Toronto Raptors' Kyle Lowry makes a pass as Miami Heat's Luol Deng (9) and Goran Dragic (7) defend during the first half in Game 1 of a second-round NBA basketball playoff series, Tuesday, May 3, 2016 in Toronto.  (Frank Gunn/The Canadian Press via AP) MANDATORY CREDIT
Frank Gunn/The Canadian Press via AP
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Kyle Lowry was 2-for-11, including 0-for-5 on 3-pointers.

Didn’t matter.

He hit the big one to stave off yet another Raptors Game 1 loss.

Video via Kenny Ducey of Sports Illustrated

C.J. McCollum on Warriors: ‘They set a lot of illegal screens’

Portland Trail Blazers guard C.J. McCollum, center, reaches for the ball between Golden State Warriors forward Draymond Green, top, and forward Andre Iguodala during the second half in Game 1 of a second-round NBA basketball playoff series in Oakland, Calif., Sunday, May 1, 2016. The Warriors won 118-106. (AP Photo/Jeff Chiu)
AP Photo/Jeff Chiu
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Trail Blazers coach Terry Stotts accused Anderson Varejao of being dirty on a particular play.

C.J. McCollum says the Warriors cross the line much more regularly.

via Jason Quick of CSN Northwest:

“They set a lot of illegal screens,’’ Blazers guard CJ McCollum said Tuesday at the team’s shootaround at The Olympic Club. “They are moving and stuff. That’s the respect you get when you are champions, you get a lot more respect from the referees. You have to figure out a way to get around those screens and make it difficult.’’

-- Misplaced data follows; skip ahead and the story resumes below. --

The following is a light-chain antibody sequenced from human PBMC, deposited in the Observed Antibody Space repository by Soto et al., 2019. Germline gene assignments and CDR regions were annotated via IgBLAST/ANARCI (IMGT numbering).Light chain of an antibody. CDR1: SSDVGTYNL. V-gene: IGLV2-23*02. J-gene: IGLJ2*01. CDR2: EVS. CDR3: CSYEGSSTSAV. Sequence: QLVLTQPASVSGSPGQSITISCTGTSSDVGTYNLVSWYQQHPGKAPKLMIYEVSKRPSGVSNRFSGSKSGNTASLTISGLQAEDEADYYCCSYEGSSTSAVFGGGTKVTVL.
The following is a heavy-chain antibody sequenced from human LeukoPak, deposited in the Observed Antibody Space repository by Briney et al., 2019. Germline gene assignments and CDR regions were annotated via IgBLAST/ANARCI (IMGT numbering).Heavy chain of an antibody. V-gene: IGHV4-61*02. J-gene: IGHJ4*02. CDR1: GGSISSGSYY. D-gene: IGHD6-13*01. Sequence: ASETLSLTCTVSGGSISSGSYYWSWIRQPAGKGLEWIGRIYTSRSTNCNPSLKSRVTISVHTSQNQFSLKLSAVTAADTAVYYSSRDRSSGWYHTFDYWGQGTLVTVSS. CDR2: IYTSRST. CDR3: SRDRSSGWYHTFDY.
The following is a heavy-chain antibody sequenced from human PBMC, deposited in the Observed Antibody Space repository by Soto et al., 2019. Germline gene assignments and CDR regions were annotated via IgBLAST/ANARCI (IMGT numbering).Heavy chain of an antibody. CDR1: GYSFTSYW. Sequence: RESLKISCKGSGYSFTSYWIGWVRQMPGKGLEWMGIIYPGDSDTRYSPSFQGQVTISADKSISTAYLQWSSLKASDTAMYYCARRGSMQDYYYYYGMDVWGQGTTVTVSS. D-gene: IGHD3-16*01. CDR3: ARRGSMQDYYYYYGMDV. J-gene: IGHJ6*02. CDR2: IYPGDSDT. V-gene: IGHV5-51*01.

One underappreciated element of the Warriors’ success is their excellent screening. Draymond Green and Andrew Bogut are two of the NBA’s best. Even the diminutive Stephen Curry wreaks havoc with his screens, leveraging his shooting ability to befuddle defenders.

Do the Warriors sometimes set illegal screens? Yup. Do they do so more than other teams? Yup. Do they do so more than every other team? Anecdotally, probably, though I’d love to see numbers.

But that’s part of Golden State’s strategy. The Warriors screeners so often straddle the line, they move it. It’s a fine line between a good legal screen and an illegal one, and Golden State dares the refs to blow the whistle.

McCollum can campaign for that to change, and his statements might cause the league to instruct referees to watch Warrior screens more closely. But even if Golden State has to harness its movement and arm extensions on picks, the team is more than capable of setting quality clean screens.